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Miley Cyrus Brings Her Race Problem To The VMAs

Miley Cyrus put on her best "look at me, I'm wild" act at Sunday's Video Music Awards, performing "We Can't Stop" (her take on the syrupy strip club anthems re-popularized as of late by Rihanna, a resurgent Juicy J and a host of other black acts) and fumbling her way through an instantly polarizing smorgasbord of lip-licking, wannabe twerking and (black) ass slapping.

All the elements of nu-Cyrus that critics have called foul on in recent weeks were on display: black people used as props (see above), black cultural signifiers like twerking used as a means of connoting that Miley's now wild and dangerous, and little in the way of new or evocative imagery.

I've written about Miley's race problems (or, racism, depending on how you take it), but here's a quick summary: She's gone around telling people she wants to make music that "sounds black," that she likes "hood music" but isn't "a white Nicki Minaj," and most recently proclaimed that she's "not a white ratchet girl." Extending her master class on racial identity to social media, she told her followers that she is, indeed, aware of her skin color.

The 20-year-old's VMAs performance marks another chapter not only in Miley's reckless use of black culture as proof that she's subversive and no longer a Disney star, but of the entertainment industry's casual co-signing of her team's idiocy. How did no one, for example, think that having voluptuous, black backup dancers figure as meat for Cyrus' slapping was offensive?

Well, some people noticed. Audience reaction shots during Cyrus performance revealed less-than-amused takes from One Direction, Drake and Rihanna (the latter, who knows something about being provocative, seemed hilariously bored), and a number of the biggest American cultural critics have bashed the performance.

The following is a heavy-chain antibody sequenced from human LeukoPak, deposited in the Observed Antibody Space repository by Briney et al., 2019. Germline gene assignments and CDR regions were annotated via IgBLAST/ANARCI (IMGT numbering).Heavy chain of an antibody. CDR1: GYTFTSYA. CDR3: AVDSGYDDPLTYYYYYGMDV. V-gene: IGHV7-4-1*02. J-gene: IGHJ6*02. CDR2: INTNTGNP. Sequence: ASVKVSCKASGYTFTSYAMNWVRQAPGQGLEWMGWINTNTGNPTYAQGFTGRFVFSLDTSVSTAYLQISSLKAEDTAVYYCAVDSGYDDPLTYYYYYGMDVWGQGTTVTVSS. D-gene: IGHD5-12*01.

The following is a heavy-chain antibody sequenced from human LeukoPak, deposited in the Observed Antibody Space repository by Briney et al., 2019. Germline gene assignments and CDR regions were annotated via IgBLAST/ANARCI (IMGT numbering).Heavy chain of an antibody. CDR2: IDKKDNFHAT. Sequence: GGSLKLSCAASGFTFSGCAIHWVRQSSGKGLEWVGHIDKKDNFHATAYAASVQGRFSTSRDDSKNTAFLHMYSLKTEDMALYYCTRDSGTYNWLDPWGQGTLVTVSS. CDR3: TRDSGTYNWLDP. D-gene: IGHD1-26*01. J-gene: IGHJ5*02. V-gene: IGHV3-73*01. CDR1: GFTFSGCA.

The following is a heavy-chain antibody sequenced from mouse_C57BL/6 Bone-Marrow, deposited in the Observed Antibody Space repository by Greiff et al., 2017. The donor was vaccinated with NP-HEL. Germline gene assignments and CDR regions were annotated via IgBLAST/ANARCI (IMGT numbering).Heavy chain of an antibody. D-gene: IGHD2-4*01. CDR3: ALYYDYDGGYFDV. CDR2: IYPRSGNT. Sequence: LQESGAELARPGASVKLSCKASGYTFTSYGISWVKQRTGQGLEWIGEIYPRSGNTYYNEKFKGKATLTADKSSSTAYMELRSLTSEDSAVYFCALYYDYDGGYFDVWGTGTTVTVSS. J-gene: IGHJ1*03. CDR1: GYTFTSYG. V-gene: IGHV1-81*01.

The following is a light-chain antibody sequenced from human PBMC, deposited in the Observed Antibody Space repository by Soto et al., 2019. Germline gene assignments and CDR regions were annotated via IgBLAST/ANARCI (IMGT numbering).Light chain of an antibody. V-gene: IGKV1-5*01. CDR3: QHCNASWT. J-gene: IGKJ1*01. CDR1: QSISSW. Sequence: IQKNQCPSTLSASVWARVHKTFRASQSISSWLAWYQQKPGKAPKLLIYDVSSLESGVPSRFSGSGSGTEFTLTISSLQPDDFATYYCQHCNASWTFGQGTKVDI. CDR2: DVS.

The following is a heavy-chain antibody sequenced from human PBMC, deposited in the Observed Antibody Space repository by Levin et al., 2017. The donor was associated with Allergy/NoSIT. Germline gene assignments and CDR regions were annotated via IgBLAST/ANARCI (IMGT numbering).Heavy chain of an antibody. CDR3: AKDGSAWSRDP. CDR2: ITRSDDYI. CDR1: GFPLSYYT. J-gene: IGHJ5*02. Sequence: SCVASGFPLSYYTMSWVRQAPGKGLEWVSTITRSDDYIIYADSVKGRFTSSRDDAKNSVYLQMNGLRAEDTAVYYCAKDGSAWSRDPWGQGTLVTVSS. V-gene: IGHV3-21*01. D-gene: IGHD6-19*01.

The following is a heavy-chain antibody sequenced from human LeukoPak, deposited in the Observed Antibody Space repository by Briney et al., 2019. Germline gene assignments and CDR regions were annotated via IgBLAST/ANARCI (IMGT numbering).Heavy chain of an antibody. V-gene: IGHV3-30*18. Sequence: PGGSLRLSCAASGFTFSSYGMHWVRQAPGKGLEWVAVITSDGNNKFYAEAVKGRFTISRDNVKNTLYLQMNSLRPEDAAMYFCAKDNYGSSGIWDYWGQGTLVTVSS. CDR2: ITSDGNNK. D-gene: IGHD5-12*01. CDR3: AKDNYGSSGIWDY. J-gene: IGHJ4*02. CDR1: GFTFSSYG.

Writing on Vulture, Jody Rosen calls it "a minstrel show routine" and says "her act tipped over into what we may as well just call racism":

Cyrus is annexing working-class black "ratchet" culture, the potent sexual symbolism of black female bodies, to the cause of her reinvention: her transformation from squeaky-clean Disney-pop poster girl to grown-up hipster-provocateur. (Want to wipe away the sickly-sweet scent of the Magic Kingdom? Go slumming in a black strip club.) Cyrus may indeed feel a cosmic connection to Lil' Kim and the music of "the hood." But the reason that these affinities are coming out now, at the VMAs and elsewhere, is because it's good for business. Over at the New York Times, Jon Caramanica noted that "this was a banner year for clumsy white appropriation of black culture," and ripped "the shambolic, trickster-esque performance by Ms. Cyrus, to whom no one has apparently said 'no' for the last six months or so."

In the pre-show telecast, red carpet host Sway asked Miley how she would follow up wild moments from previous pop acts like Madonna and Britney Spears. Miley seemed to bristle at the comparison to the (white) stars who came before her -- she was, after all, walking the carpet with Mike Will, a hip hop producer -- and promised "something crazier than the kiss." Whether or not she delivered is up for the lamest debate of all time, but let's not forget that even Madonna, Britney and Christina Aguilera's 2003 lip-lock was actually just some straight women playing bi-curious for the gratification of a mostly straight audience.

Of course, it's hardly new to say nothing is new in pop -- Beyonce's cribbed a healthy chunk of her career from subcultures and the words "Lady Gaga" and "Madonna" are basically superglued to one another. But try replacing the word "straight" with "white" and "bi-curious" with "black" and you've arrived at 2013 version. The formula, it seems, for supposedly "wild" but ultimately just uninspired and tacky performances at the VMAs hasn't changed much in 10 years.